Icaritin is a prenylflavonoid derivative from Epimedium Genus that has been used in Chinese traditional medicine for long time. Previous studies were mainly focused on Icaritin’s activities in the protection of neuron, the promotion of cardiac differentiation, and the prevention of steroid-associated osteonecrosis [25-27]. Recently, increasing evidence indicated that Icaritin is a novel anti-cancer agent for different kind of cancers. Icaritin inhibits the growth and enhances the radio-sensitivity of breast cancer cells, induces apoptosis of human endometria cancer cells, exhibits potent growth inhibitory activity in chronic myeloid leukemia, and suppresses renal cell carcinoma growth [28-32]. In addition, in phase I study of Icaritin in human HCC, five patients acquired partial response (PR) or stable disease (SD) among thirteen HCC patients [33]. However, the potential therapeutic activities and the underlying mechanism of Icaritin in HCC and especially in hepatocellular carcinoma initiating cells (HCICs) have not been established yet. In this study, we investigated the inhibitory function of Icaritin in the malignant growth of HCC and demonstrated that this inhibition activity functions through attenuating the IL-6Rs/Jak2/Stat3 signaling pathway.


Icaritin inhibits growth of HCC cells

Icaritin is a prenylflavonoid derivative and its chemical structure is shown (Figure 1A) [28].We first tested the effects of different concentrations of Icaritin on growth of established HCC cell lines with the CCK8 assay. We found that Icaritin effectively inhibited PLC/PRF/5 and Huh7 cells viability in a dose- and time-dependent manner (Figure 1B, 1C Left). However, Icaritin exhibited little inhibitory activity in the L02 normal hepatocyte cell line (Figure 1D, Left). These results indicated that Icaritin inhibits the growth of HCC cells but not normal hepatocytes. However, the chemotherapy agent, Cisplatin, exhibited strong growth inhibitory activity in HCC cells as well as in L02 cells without selectivity (Figure 1B-1D, Right). To determine whether Icaritin-induced growth inhibition of HCC is through apoptosis, we performed Annexin Vapoptosis assays. We found Icaritin induced cell apoptosis with a dose-dependent manner in PLC/PRF/5 and Huh7 cells (Figure 1E, S1).

Icaritin treatment inhibits growth and induces apoptosis in HCC cells.

Figure 1: Icaritin treatment inhibits growth and induces apoptosis in HCC cells. (A). Chemical structure of Icaritin. PLC/PRF/5 (B), Huh7 (C) and L02 (D) cells were treated with the indicated concentrations of Icaritin (Left) or Cisplatin (Right) for 24 and 48 h respectively and cell growth was measured by the CCK8 assay. Point, mean (n=3); bars, SD. Data is expressed as percent of vehicle (DMSO) control. (E). PLC/PRF/5 and Huh7 cells were treated with the indicated concentrations of Icaritin or Cisplatin (40 μg/ml) for 12h and then collected for apoptosis assay. The results represent two independent experiments.

Icaritin reduces the population of HCC initiating cells

TICs have been identified and characterized using specific cell surface markers. CD34+ was used for leukemia-initiating cells [7], and CD44+CD24- or ALDH1+ was used to enrich breast cancer-initiating cells [6, 7, 34]. EpCAM was identified as a marker for HCC initiating cells (HCICs) and EpCAM+ HCC cells efficiently form non-adherent spherical clusters of cells in vitro, termed hepatospheres and efficiently initiate tumors in NOD/SCID mice [13]. Thus, we sought to assess whether Icaritin reduces the EpCAM+ population in HCC cells. We found that Icaritin efficiently decreased the EpCAM+ proportion in both PLC/PRF/5 and Huh7 cells in a dose-dependent fashion (Figure 2A, 2B, and S2). Icaritin at 3 μM started to reduce EpCAM+ cells, and at 10 μM Icaritin generated over 60% reduction of EpCAM+ cells compared to the vehicle–treated cells (Figure 2A, 2B). Cisplatin, however, had no such effect (Figure 2A, 2B, and S2). The steady state mRNA levels of other HCICs markers such as CD133 and CD24 were also reduced by Icaritin (Figure S3).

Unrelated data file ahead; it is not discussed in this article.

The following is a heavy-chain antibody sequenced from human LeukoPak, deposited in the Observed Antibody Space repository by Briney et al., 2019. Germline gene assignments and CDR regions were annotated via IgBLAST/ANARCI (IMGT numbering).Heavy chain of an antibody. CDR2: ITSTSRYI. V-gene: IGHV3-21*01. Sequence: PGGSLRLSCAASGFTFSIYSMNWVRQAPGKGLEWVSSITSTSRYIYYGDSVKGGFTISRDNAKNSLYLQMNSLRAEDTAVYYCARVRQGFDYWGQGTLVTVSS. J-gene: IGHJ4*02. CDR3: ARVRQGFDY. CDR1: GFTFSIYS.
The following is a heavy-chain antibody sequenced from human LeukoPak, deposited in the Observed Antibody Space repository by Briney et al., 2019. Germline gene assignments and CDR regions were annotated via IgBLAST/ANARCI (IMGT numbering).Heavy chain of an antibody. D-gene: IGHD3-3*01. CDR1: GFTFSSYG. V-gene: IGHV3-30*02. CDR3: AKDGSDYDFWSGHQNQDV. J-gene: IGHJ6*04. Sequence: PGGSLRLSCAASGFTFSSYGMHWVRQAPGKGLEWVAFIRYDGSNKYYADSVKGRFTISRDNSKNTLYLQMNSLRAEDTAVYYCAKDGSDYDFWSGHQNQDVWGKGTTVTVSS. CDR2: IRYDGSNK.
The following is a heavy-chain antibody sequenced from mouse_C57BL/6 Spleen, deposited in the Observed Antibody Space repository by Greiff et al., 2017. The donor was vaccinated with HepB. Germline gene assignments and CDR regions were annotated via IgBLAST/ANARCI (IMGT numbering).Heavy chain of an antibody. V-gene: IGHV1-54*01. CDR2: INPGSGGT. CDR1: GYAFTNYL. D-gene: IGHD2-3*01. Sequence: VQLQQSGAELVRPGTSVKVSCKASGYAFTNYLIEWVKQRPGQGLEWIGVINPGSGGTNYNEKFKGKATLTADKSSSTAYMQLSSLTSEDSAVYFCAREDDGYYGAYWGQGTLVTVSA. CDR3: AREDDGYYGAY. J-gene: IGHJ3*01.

Next, we investigated the stem-like cell properties of HCC after Icaritin treatment. First, we observed that cells from Icaritin-treated group subsequently formed less number and smaller size of hepatospheres than cells from vehicle- or Cisplatin-treated group in vitro (Figure 2C, 2D and S4). We then assessed the tumor-initiating ability of the cells pre-treated with Icaritin. The results showed that Icaritin pretreatment totally abolished tumor formation in mice (Figure 2E, 2F). On the contrary, the cells pre-treated with vehicle or Cisplatin still formed tumors efficiently (Figure2E, 2F). Furthermore, serial transplant tumorigenesis assay with cells from Icaritin-treated group demonstrated Icaritin is able to reduce the population of HCICs (Table1).

Table 1: Tumor seeding ability with serial transplantation from drugs-treated HCC cells











5×105 (n=5)







5×104 (n=5)







Cells survived from drugs treatment were subcutaneously injected with 5×105 and 5×104 respectively into each of NOD/SCID mice. Tumor incidence was analyzed after 40 days of cells injection.

Icaritin suppresses HCICs.

Figure 2: Icaritin suppresses HCICs. (A, B). PLC/PRF/5 and Huh7 cells were treated with the indicated concentrations of Icaritin, Cisplatin (10μg/ml) or DMSO for two days and then the 7-AAD negative cells (living cells) were assayed with EpCAM flow cytometric analysis. (C, D). PLC/PRF/5 and Huh7 cells were treated with Icaritin, Cisplatin or DMSO for two days, washed and maintained in normal medium for another one day for recovering. The 7-AAD negative cells were seeded in low attachment dishes in the absence of drugs to form hepatospheres for five days. The number of the hepatoshperes was counted. Columns, mean (n = 3); bars, SEM. (E, F). PLC/PRF/5 and Huh7 cells were treated with Icaritin (10 μM), Cisplatin (10 μg/ml) or DMSO for two days, washed and cells were cultured for another one day for recovering, 5×105 of 7-AAD negative cells were injected subcutaneously in each of NOD/SCID mice in the absence of drugs. Points, mean (n=5); bars, SEM. *P< 0.05; **P< 0.01; ***P<0.001; ICT, Icaritin; CIS, Cisplatin.